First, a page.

This blog is brought to you by Salem, MA Dentist Dr. Randall Burba.

Will Dental Insurance Cover Dental Implants

I am losing my teeth and would like to get dental implants. I think I’m a candidate but wondered if dental insurance will cover it?

Ben

Dear Ben,

Three parts of a dental implant
The three parts of a dental implant

It’s good that you’re looking at dental implants to replace your teeth, especially if you’re talking about replacing all your teeth. While dentures are much less expensive, they have quite a few problems.

Problems with Dentures

  • They’re removable so there will, out of necessity, be times you won’t have teeth.
  • They slip and slide allowing food to get underneath them.
  • No matter how well fitting they are, your chewing capacity is reduced by 50% or more.
  • It causes facial collapse.

Dentures and Facial collapse

A woman's profile twice, one with facial collapse, one after
Wearing Dentures Leads to Facial Collapse

When your teeth are removed, your body recognizes there are no longer any roots of your teeth and concludes you don’t need that bone to secure them. In an effort to be efficient, your body will begin to resorb the minerals in your jawbone to use elsewhere. This causes your jawbone to slowly shrink. After about 10 or so years, you won’t have enough jawbone left to even retain a denture and they will constantly fall out. This is called facial collapse.

Having dental implants placed will prevent all of the problems faced with dentures. They secure your dentures restoring your ability to chew. Because they’re permanently secured, you’ll never have to go without teeth. Their most important benefit is the prevention of facial collapse. Because you have prosthetic roots placed, your body interprets that as your teeth still being in place and it will leave the minerals in your jawbone alone, keeping it completely intact.

Dental Insurance for Dental Implants

One thing to remember when it comes to any type of insurance is they are a business. The goal of any business is to make money. While many plans will cover a portion of dental implants, it is not likely to be much. They generally only cover the basic replacement for your teeth. That would mean a partial denture or full removable dentures depending on the number of teeth you’re losing.

It sounds like you don’t have insurance yet and are looking for a plan in order to get your implants. One thing to be aware of is many plans will only cover your checkups and cleanings at first and have a certain number of months you have to wait until you can claim any coverage for other services.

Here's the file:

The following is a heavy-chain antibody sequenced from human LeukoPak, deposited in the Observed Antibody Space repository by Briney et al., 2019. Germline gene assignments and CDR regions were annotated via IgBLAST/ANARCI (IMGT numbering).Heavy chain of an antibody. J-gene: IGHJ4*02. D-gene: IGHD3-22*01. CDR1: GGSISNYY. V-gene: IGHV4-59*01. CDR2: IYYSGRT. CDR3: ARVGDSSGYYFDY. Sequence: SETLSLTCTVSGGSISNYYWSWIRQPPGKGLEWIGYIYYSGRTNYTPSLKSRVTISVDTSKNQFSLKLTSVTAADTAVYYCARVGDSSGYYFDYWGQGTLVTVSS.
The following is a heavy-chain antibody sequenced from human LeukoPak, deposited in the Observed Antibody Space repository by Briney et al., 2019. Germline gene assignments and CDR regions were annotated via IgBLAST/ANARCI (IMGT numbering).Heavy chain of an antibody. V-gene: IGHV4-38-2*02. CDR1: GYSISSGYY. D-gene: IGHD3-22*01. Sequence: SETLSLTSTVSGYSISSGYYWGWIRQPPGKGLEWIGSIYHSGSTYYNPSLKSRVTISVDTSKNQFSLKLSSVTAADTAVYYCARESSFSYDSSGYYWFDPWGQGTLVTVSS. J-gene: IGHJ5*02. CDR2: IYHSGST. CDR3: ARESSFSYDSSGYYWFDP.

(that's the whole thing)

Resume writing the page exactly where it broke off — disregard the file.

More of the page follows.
Most dentists expect payment in two different stages when it comes to dental implants. The first installment is paid during the surgical portion. The second installment won’t be expected until it is time to get your implant crowns/dentures.

This blog is brought to you by Salem, MA Dentist Dr. Randall Burba.

should I have to pay for a dental implant again after two years?

I had a dental implant placed a couple of years ago. It’s feeling loose and I’m kind of worried I’ll have to pay for another one. I heard these were supposed to last a long time. Will I have to pay all over again?

Tracy

Dear Tracy,

You’re right that it shouldn’t be loose after this short a period of time. However, there can be a lot of reasons for this to happen. Some of them are easy fixes. Before you give up, contact the dentist who placed your dental implant and let him know what is going on.

Why a Dental Implant Can Be Loose

Three parts of a dental implant
The three parts of a dental implant

Not every loose dental implant is a disastrous fix. Sometimes it is something simple. There are actually three parts of a dental implant which can struggle for one reason or another.

The Implant Crown

Sometimes it can just be the porcelain crown, which your dentist placed over the implant which has come loose. Repairing that is just a simple matter of re-bonding it on again. Many dentists will even fix this without charge.

The Abutment

This is a piece which fits between the implant and the crown. Maybe it has come loose . If it turns out the abutment was faulty, the dentist can contact the manufacturer and get a replacement at no cost to you.

The Implant Fixture